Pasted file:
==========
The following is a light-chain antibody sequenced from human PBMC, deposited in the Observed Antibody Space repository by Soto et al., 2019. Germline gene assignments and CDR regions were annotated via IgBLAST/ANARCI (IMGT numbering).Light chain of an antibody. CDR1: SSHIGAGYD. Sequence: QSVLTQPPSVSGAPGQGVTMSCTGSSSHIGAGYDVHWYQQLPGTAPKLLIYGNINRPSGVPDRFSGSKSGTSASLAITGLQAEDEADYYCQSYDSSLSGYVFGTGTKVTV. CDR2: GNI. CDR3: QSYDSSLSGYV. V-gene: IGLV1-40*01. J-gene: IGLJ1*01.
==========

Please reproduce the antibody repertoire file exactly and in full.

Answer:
The following is a light-chain antibody sequenced from human PBMC, deposited in the Observed Antibody Space repository by Soto et al., 2019. Germline gene assignments and CDR regions were annotated via IgBLAST/ANARCI (IMGT numbering).Light chain of an antibody. CDR1: SSHIGAGYD. Sequence: QSVLTQPPSVSGAPGQGVTMSCTGSSSHIGAGYDVHWYQQLPGTAPKLLIYGNINRPSGVPDRFSGSKSGTSASLAITGLQAEDEADYYCQSYDSSLSGYVFGTGTKVTV. CDR2: GNI. CDR3: QSYDSSLSGYV. V-gene: IGLV1-40*01. J-gene: IGLJ1*01.